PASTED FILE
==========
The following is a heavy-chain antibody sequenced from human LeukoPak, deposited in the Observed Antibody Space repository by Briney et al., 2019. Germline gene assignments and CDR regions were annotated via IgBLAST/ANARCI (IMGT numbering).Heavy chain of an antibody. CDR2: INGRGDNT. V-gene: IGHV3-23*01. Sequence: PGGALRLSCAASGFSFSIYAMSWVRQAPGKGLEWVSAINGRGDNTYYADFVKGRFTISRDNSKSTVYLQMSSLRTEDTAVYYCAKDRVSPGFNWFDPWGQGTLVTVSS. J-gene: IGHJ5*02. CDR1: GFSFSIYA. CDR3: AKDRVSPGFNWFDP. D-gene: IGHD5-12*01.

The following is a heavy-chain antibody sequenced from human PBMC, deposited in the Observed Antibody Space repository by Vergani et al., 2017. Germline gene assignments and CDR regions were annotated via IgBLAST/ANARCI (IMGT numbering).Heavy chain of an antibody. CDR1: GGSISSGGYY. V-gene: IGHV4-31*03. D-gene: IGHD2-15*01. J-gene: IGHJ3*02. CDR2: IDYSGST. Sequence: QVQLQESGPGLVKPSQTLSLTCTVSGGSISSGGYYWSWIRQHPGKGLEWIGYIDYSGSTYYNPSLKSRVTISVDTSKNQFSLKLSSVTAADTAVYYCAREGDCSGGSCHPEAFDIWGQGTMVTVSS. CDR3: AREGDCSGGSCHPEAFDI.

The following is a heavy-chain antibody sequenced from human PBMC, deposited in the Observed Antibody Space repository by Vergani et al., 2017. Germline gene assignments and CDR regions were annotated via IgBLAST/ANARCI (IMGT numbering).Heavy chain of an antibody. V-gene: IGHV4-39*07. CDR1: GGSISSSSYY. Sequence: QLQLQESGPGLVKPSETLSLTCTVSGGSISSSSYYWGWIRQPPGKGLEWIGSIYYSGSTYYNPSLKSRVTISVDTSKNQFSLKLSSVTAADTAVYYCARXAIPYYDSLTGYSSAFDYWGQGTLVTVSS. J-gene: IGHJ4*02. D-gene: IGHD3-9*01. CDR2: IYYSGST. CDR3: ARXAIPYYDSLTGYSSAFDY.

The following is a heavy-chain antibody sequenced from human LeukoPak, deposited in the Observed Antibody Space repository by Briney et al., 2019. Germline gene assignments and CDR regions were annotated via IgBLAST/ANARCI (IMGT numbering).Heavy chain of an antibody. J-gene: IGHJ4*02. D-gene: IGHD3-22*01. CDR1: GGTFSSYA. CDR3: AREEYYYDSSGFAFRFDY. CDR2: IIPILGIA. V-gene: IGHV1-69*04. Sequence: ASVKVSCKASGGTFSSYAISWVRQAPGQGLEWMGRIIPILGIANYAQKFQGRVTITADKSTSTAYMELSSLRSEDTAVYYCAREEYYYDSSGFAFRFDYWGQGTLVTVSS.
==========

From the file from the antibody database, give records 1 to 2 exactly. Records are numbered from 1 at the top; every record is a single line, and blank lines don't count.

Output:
The following is a heavy-chain antibody sequenced from human LeukoPak, deposited in the Observed Antibody Space repository by Briney et al., 2019. Germline gene assignments and CDR regions were annotated via IgBLAST/ANARCI (IMGT numbering).Heavy chain of an antibody. CDR2: INGRGDNT. V-gene: IGHV3-23*01. Sequence: PGGALRLSCAASGFSFSIYAMSWVRQAPGKGLEWVSAINGRGDNTYYADFVKGRFTISRDNSKSTVYLQMSSLRTEDTAVYYCAKDRVSPGFNWFDPWGQGTLVTVSS. J-gene: IGHJ5*02. CDR1: GFSFSIYA. CDR3: AKDRVSPGFNWFDP. D-gene: IGHD5-12*01.

The following is a heavy-chain antibody sequenced from human PBMC, deposited in the Observed Antibody Space repository by Vergani et al., 2017. Germline gene assignments and CDR regions were annotated via IgBLAST/ANARCI (IMGT numbering).Heavy chain of an antibody. CDR1: GGSISSGGYY. V-gene: IGHV4-31*03. D-gene: IGHD2-15*01. J-gene: IGHJ3*02. CDR2: IDYSGST. Sequence: QVQLQESGPGLVKPSQTLSLTCTVSGGSISSGGYYWSWIRQHPGKGLEWIGYIDYSGSTYYNPSLKSRVTISVDTSKNQFSLKLSSVTAADTAVYYCAREGDCSGGSCHPEAFDIWGQGTMVTVSS. CDR3: AREGDCSGGSCHPEAFDI.